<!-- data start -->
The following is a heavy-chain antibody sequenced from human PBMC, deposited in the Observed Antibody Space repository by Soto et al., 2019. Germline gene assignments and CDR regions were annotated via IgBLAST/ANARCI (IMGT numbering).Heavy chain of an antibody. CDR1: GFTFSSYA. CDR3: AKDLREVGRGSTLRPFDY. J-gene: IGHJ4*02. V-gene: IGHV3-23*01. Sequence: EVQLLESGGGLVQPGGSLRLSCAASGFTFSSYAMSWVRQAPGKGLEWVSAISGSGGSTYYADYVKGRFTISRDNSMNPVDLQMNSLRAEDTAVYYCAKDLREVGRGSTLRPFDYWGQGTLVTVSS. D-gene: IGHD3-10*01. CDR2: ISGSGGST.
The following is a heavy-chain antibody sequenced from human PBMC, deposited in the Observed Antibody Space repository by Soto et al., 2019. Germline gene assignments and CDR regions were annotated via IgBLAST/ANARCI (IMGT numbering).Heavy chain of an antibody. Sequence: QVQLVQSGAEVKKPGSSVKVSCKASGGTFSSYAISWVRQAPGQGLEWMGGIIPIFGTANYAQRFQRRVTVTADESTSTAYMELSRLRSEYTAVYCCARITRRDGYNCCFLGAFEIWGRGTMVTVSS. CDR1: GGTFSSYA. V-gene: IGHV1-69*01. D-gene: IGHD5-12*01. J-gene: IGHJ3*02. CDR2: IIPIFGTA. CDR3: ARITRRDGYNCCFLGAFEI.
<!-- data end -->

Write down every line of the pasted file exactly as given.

The following is a heavy-chain antibody sequenced from human PBMC, deposited in the Observed Antibody Space repository by Soto et al., 2019. Germline gene assignments and CDR regions were annotated via IgBLAST/ANARCI (IMGT numbering).Heavy chain of an antibody. CDR1: GFTFSSYA. CDR3: AKDLREVGRGSTLRPFDY. J-gene: IGHJ4*02. V-gene: IGHV3-23*01. Sequence: EVQLLESGGGLVQPGGSLRLSCAASGFTFSSYAMSWVRQAPGKGLEWVSAISGSGGSTYYADYVKGRFTISRDNSMNPVDLQMNSLRAEDTAVYYCAKDLREVGRGSTLRPFDYWGQGTLVTVSS. D-gene: IGHD3-10*01. CDR2: ISGSGGST.
The following is a heavy-chain antibody sequenced from human PBMC, deposited in the Observed Antibody Space repository by Soto et al., 2019. Germline gene assignments and CDR regions were annotated via IgBLAST/ANARCI (IMGT numbering).Heavy chain of an antibody. Sequence: QVQLVQSGAEVKKPGSSVKVSCKASGGTFSSYAISWVRQAPGQGLEWMGGIIPIFGTANYAQRFQRRVTVTADESTSTAYMELSRLRSEYTAVYCCARITRRDGYNCCFLGAFEIWGRGTMVTVSS. CDR1: GGTFSSYA. V-gene: IGHV1-69*01. D-gene: IGHD5-12*01. J-gene: IGHJ3*02. CDR2: IIPIFGTA. CDR3: ARITRRDGYNCCFLGAFEI.